We were "lost" for a little while...and those plants in the middle were high!  Poor Emily's car was getting some nice exfoliation for its underbelly!*  We were laughing so hard and really hoping that no one was watching us, and we were really glad that we were together - because had either of us gone alone, we are certain we would have done the same thing, but been all alone!  We were hoping if we got to the end of this stretch the "road" would turn and we could drive along the other side of the fields - uh, nope.  And with it being single lane, and not being sure if the plants to our right were weeds or good plants, and a ditch on the other side - we couldn't really turn around.  So...into reverse Emily went!  I was impressed, because she drives a standard, too - a skill I have yet to master although my husband has been driving a manual vehicle for over 2 years.  Very slowly and carefully we drove backwards until there was a reasonable area to turn around without smushing plants.  Whew!  And we finally found the tomato patch!

There were lots of tomatoes just ripe for the picking!  Some were tough to get to, because they didn't have those nice supportive wires like we may use in our gardens.  And our hands and shoes got really dirty - should have brought gloves, but hey, we were first-timers!  After a little bit of time, we had successfully gathered 3 half-bushels of beautiful tomatoes!

All in all it was a successful day!  Sunny and Funny!  And I had plenty o' tomats for my plans...mouah-ha-ha-ha...diced and pureed (which has since become plans for sauce and salsa, too).

Here are the tools & supplies you will need to get started on your own canning adventures:

  • Water Bath Canner or Pressure Canner
  • Basic Canning Tools - i.e. funnel, jar lifter, lid lifter, tongs, jar wrench
  • Canning Jars or lids and bands if you already have jars
  • Small pot for keeping lids sterilized
  • Several kitchen and dish towels, and hotpads/trivets
  • A kitchen scale - optional, but I like to be precise in measuring how many pounds of tomatoes specific to my recipe
  • Veggie scrubber
  • Vinegar (I used for washing my tomats)
  • Large pot for blanching your produce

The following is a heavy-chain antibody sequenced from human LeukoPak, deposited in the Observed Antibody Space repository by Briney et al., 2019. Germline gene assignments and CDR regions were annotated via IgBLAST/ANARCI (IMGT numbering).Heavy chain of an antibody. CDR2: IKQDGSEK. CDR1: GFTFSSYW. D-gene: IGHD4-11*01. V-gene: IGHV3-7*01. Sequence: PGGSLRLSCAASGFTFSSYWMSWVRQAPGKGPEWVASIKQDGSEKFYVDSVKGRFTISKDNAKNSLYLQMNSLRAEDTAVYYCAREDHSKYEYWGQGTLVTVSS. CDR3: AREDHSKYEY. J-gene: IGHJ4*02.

• Large bowl for your ice-bath
  • Colander(s
  • Large cutting board - I used one with a juice well, because my tomatoes were extra juicy!
  • Sharp utility knife and paring knife- a good ergonomical one so that your hand doesn't fatigue
  • Large trivet (or cutting board) for putting the hot jars onto before filling them
  • Bottled lemon juice
  • Salt (optional)
  • Good scraper - one for pressing the tomatoes and a skinny one to slide along the jar to let out air bubbles
  • Ladle for scooping tomatoes into jars
  • Large bowl or two putting diced (or pureed) tomatoes into
  • Tomato Press, Food Mill, or Sieve (for pureeing the tomatoes and separating skins/seeds)
  • And a day with no place else to be, preferably a rainy one, as you just can't rush the process :-)
Now take some time to gather up your supplies, and be ready for Part II where I will get down to the nitty-gritty of canning!  Woot Woot!  

*Please Note:  No vehicles were harmed in the making of this adventure.  Though a little something came loose, Emily's highly skilled hubby was able to fix this no problem.  We do not advise taking a car onto a road intended only for tractors.


  1. OMG, this was hysterical! I loved your description of the adventure as well as reasons to can and tools you'd need. It's very thorough AND entertaining, which is awesome! The disclaimer at the end especially made me LOL! I'm glad Emily's car is okay AND that you were both successful in your picking! The tomatoes look sooooooooooooo yummy! I CAN't (get it? Like CAN = CANNING!) wait for Part 2!

  2. Amanda - so glad you enjoyed! It was absolutely hysterical when it was happening in real life, too! Also love your pun - you are the best! Part 2 to be coming soon!

  3. very funny meg!!! glad you shared. have you tried any yet?

    1. Thanks Brandi! Yes, I have tried a little bit of amazing!